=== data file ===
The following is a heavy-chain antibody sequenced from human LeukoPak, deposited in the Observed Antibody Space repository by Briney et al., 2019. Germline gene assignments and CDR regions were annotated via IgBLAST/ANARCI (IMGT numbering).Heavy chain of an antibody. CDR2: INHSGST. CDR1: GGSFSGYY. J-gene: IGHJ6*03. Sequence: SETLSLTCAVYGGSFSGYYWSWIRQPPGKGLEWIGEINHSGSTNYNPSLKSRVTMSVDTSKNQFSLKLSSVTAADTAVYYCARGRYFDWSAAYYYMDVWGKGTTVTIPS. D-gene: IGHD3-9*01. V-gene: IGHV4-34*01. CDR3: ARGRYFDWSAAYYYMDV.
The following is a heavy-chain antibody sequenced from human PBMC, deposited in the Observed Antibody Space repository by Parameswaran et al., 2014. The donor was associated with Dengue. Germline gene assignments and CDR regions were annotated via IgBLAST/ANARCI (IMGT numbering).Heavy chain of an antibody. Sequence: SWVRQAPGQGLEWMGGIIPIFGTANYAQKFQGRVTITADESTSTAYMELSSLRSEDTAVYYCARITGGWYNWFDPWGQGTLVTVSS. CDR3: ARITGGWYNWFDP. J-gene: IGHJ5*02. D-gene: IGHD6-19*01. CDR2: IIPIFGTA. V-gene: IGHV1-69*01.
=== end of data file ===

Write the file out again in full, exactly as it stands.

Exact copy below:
The following is a heavy-chain antibody sequenced from human LeukoPak, deposited in the Observed Antibody Space repository by Briney et al., 2019. Germline gene assignments and CDR regions were annotated via IgBLAST/ANARCI (IMGT numbering).Heavy chain of an antibody. CDR2: INHSGST. CDR1: GGSFSGYY. J-gene: IGHJ6*03. Sequence: SETLSLTCAVYGGSFSGYYWSWIRQPPGKGLEWIGEINHSGSTNYNPSLKSRVTMSVDTSKNQFSLKLSSVTAADTAVYYCARGRYFDWSAAYYYMDVWGKGTTVTIPS. D-gene: IGHD3-9*01. V-gene: IGHV4-34*01. CDR3: ARGRYFDWSAAYYYMDV.
The following is a heavy-chain antibody sequenced from human PBMC, deposited in the Observed Antibody Space repository by Parameswaran et al., 2014. The donor was associated with Dengue. Germline gene assignments and CDR regions were annotated via IgBLAST/ANARCI (IMGT numbering).Heavy chain of an antibody. Sequence: SWVRQAPGQGLEWMGGIIPIFGTANYAQKFQGRVTITADESTSTAYMELSSLRSEDTAVYYCARITGGWYNWFDPWGQGTLVTVSS. CDR3: ARITGGWYNWFDP. J-gene: IGHJ5*02. D-gene: IGHD6-19*01. CDR2: IIPIFGTA. V-gene: IGHV1-69*01.